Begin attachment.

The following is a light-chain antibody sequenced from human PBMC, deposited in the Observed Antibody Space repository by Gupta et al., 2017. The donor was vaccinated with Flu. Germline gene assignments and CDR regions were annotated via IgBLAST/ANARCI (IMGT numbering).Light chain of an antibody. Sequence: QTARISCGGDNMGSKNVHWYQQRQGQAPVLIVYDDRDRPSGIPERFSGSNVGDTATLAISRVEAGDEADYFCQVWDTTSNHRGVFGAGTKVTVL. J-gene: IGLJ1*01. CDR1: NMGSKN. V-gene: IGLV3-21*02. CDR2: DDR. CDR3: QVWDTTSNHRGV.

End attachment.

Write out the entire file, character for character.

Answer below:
The following is a light-chain antibody sequenced from human PBMC, deposited in the Observed Antibody Space repository by Gupta et al., 2017. The donor was vaccinated with Flu. Germline gene assignments and CDR regions were annotated via IgBLAST/ANARCI (IMGT numbering).Light chain of an antibody. Sequence: QTARISCGGDNMGSKNVHWYQQRQGQAPVLIVYDDRDRPSGIPERFSGSNVGDTATLAISRVEAGDEADYFCQVWDTTSNHRGVFGAGTKVTVL. J-gene: IGLJ1*01. CDR1: NMGSKN. V-gene: IGLV3-21*02. CDR2: DDR. CDR3: QVWDTTSNHRGV.